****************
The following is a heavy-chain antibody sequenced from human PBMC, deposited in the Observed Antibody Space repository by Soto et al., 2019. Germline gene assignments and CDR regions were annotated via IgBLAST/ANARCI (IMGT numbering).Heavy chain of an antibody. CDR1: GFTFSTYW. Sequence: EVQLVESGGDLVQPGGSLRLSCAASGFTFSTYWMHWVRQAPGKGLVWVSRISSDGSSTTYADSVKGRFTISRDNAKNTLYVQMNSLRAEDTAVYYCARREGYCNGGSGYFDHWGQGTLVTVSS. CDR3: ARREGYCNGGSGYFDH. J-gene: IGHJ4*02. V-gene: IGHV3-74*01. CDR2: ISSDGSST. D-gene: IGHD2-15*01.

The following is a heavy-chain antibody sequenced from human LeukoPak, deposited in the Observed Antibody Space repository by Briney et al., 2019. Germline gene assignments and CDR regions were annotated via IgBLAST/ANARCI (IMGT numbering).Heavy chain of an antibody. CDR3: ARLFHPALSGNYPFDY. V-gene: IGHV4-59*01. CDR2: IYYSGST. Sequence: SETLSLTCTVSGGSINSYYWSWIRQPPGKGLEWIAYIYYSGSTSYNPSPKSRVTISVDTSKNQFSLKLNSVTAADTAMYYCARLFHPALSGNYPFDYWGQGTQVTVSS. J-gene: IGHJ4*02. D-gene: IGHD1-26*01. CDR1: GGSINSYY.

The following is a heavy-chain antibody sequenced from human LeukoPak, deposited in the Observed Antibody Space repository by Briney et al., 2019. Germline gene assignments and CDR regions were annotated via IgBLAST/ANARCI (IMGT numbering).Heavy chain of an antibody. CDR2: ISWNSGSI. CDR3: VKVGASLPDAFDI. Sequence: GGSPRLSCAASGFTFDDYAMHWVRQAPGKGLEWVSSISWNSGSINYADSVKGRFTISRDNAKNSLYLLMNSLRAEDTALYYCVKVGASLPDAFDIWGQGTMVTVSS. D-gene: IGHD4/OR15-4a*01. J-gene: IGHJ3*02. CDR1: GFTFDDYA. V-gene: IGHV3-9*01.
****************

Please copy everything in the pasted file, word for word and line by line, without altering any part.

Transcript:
The following is a heavy-chain antibody sequenced from human PBMC, deposited in the Observed Antibody Space repository by Soto et al., 2019. Germline gene assignments and CDR regions were annotated via IgBLAST/ANARCI (IMGT numbering).Heavy chain of an antibody. CDR1: GFTFSTYW. Sequence: EVQLVESGGDLVQPGGSLRLSCAASGFTFSTYWMHWVRQAPGKGLVWVSRISSDGSSTTYADSVKGRFTISRDNAKNTLYVQMNSLRAEDTAVYYCARREGYCNGGSGYFDHWGQGTLVTVSS. CDR3: ARREGYCNGGSGYFDH. J-gene: IGHJ4*02. V-gene: IGHV3-74*01. CDR2: ISSDGSST. D-gene: IGHD2-15*01.

The following is a heavy-chain antibody sequenced from human LeukoPak, deposited in the Observed Antibody Space repository by Briney et al., 2019. Germline gene assignments and CDR regions were annotated via IgBLAST/ANARCI (IMGT numbering).Heavy chain of an antibody. CDR3: ARLFHPALSGNYPFDY. V-gene: IGHV4-59*01. CDR2: IYYSGST. Sequence: SETLSLTCTVSGGSINSYYWSWIRQPPGKGLEWIAYIYYSGSTSYNPSPKSRVTISVDTSKNQFSLKLNSVTAADTAMYYCARLFHPALSGNYPFDYWGQGTQVTVSS. J-gene: IGHJ4*02. D-gene: IGHD1-26*01. CDR1: GGSINSYY.

The following is a heavy-chain antibody sequenced from human LeukoPak, deposited in the Observed Antibody Space repository by Briney et al., 2019. Germline gene assignments and CDR regions were annotated via IgBLAST/ANARCI (IMGT numbering).Heavy chain of an antibody. CDR2: ISWNSGSI. CDR3: VKVGASLPDAFDI. Sequence: GGSPRLSCAASGFTFDDYAMHWVRQAPGKGLEWVSSISWNSGSINYADSVKGRFTISRDNAKNSLYLLMNSLRAEDTALYYCVKVGASLPDAFDIWGQGTMVTVSS. D-gene: IGHD4/OR15-4a*01. J-gene: IGHJ3*02. CDR1: GFTFDDYA. V-gene: IGHV3-9*01.